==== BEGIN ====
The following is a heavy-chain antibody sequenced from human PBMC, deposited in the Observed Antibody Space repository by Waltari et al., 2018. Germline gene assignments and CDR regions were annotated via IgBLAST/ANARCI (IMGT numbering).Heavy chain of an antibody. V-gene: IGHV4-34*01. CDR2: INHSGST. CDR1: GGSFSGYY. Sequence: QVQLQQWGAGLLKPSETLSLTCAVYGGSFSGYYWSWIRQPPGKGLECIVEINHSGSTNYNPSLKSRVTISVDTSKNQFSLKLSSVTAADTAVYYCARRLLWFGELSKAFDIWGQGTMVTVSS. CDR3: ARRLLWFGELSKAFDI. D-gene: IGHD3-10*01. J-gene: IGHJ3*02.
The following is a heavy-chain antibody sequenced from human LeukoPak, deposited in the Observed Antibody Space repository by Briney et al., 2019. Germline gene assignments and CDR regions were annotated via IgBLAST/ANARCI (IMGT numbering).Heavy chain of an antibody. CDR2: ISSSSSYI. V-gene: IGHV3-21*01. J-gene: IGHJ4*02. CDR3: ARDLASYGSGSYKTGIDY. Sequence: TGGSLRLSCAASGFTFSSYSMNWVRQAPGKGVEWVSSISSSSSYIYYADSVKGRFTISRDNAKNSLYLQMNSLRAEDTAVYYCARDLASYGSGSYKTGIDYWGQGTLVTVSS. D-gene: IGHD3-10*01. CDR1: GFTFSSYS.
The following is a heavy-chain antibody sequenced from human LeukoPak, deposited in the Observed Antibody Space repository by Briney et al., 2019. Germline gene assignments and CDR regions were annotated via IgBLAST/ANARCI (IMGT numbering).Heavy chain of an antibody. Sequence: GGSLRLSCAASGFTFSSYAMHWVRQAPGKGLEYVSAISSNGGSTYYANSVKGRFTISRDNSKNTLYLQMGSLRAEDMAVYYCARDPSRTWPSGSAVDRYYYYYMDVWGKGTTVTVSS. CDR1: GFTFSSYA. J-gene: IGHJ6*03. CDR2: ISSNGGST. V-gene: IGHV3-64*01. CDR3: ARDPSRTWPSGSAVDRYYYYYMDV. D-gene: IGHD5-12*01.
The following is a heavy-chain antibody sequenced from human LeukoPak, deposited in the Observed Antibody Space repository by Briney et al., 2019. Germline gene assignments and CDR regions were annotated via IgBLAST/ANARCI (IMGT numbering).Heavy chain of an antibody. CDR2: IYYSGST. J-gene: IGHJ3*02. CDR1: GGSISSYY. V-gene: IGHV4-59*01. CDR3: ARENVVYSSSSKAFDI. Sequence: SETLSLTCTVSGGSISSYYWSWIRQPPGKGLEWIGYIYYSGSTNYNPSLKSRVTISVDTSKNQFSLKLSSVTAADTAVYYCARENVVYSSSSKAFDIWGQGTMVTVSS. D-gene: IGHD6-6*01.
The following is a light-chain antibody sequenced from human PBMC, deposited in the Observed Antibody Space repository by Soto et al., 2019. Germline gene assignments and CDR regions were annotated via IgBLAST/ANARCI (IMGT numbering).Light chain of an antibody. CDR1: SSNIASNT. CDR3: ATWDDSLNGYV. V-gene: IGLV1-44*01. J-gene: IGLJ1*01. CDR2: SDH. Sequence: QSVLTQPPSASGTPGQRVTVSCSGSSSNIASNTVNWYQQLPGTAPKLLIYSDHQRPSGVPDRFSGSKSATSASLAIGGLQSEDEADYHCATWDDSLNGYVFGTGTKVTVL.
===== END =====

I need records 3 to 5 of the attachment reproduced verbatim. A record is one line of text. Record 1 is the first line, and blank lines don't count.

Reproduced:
The following is a heavy-chain antibody sequenced from human LeukoPak, deposited in the Observed Antibody Space repository by Briney et al., 2019. Germline gene assignments and CDR regions were annotated via IgBLAST/ANARCI (IMGT numbering).Heavy chain of an antibody. Sequence: GGSLRLSCAASGFTFSSYAMHWVRQAPGKGLEYVSAISSNGGSTYYANSVKGRFTISRDNSKNTLYLQMGSLRAEDMAVYYCARDPSRTWPSGSAVDRYYYYYMDVWGKGTTVTVSS. CDR1: GFTFSSYA. J-gene: IGHJ6*03. CDR2: ISSNGGST. V-gene: IGHV3-64*01. CDR3: ARDPSRTWPSGSAVDRYYYYYMDV. D-gene: IGHD5-12*01.
The following is a heavy-chain antibody sequenced from human LeukoPak, deposited in the Observed Antibody Space repository by Briney et al., 2019. Germline gene assignments and CDR regions were annotated via IgBLAST/ANARCI (IMGT numbering).Heavy chain of an antibody. CDR2: IYYSGST. J-gene: IGHJ3*02. CDR1: GGSISSYY. V-gene: IGHV4-59*01. CDR3: ARENVVYSSSSKAFDI. Sequence: SETLSLTCTVSGGSISSYYWSWIRQPPGKGLEWIGYIYYSGSTNYNPSLKSRVTISVDTSKNQFSLKLSSVTAADTAVYYCARENVVYSSSSKAFDIWGQGTMVTVSS. D-gene: IGHD6-6*01.
The following is a light-chain antibody sequenced from human PBMC, deposited in the Observed Antibody Space repository by Soto et al., 2019. Germline gene assignments and CDR regions were annotated via IgBLAST/ANARCI (IMGT numbering).Light chain of an antibody. CDR1: SSNIASNT. CDR3: ATWDDSLNGYV. V-gene: IGLV1-44*01. J-gene: IGLJ1*01. CDR2: SDH. Sequence: QSVLTQPPSASGTPGQRVTVSCSGSSSNIASNTVNWYQQLPGTAPKLLIYSDHQRPSGVPDRFSGSKSATSASLAIGGLQSEDEADYHCATWDDSLNGYVFGTGTKVTVL.